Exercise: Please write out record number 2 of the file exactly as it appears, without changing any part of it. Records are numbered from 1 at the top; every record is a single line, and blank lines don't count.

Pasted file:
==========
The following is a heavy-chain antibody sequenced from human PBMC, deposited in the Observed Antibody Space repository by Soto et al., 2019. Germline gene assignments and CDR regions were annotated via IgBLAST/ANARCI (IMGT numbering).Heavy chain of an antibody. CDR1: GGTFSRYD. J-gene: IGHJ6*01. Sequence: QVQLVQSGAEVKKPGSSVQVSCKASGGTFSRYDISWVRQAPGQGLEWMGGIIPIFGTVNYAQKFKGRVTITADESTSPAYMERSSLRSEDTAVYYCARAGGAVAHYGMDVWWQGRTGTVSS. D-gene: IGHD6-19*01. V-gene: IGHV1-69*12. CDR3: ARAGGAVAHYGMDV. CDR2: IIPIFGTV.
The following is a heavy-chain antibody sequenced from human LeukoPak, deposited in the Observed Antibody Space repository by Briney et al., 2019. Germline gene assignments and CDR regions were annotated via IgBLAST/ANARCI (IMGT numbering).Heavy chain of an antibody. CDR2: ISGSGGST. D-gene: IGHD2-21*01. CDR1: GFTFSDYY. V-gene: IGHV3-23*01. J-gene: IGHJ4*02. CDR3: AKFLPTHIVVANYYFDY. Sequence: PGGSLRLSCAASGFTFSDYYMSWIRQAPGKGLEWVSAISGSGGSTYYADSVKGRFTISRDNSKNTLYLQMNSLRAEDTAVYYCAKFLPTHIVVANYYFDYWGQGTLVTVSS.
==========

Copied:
The following is a heavy-chain antibody sequenced from human LeukoPak, deposited in the Observed Antibody Space repository by Briney et al., 2019. Germline gene assignments and CDR regions were annotated via IgBLAST/ANARCI (IMGT numbering).Heavy chain of an antibody. CDR2: ISGSGGST. D-gene: IGHD2-21*01. CDR1: GFTFSDYY. V-gene: IGHV3-23*01. J-gene: IGHJ4*02. CDR3: AKFLPTHIVVANYYFDY. Sequence: PGGSLRLSCAASGFTFSDYYMSWIRQAPGKGLEWVSAISGSGGSTYYADSVKGRFTISRDNSKNTLYLQMNSLRAEDTAVYYCAKFLPTHIVVANYYFDYWGQGTLVTVSS.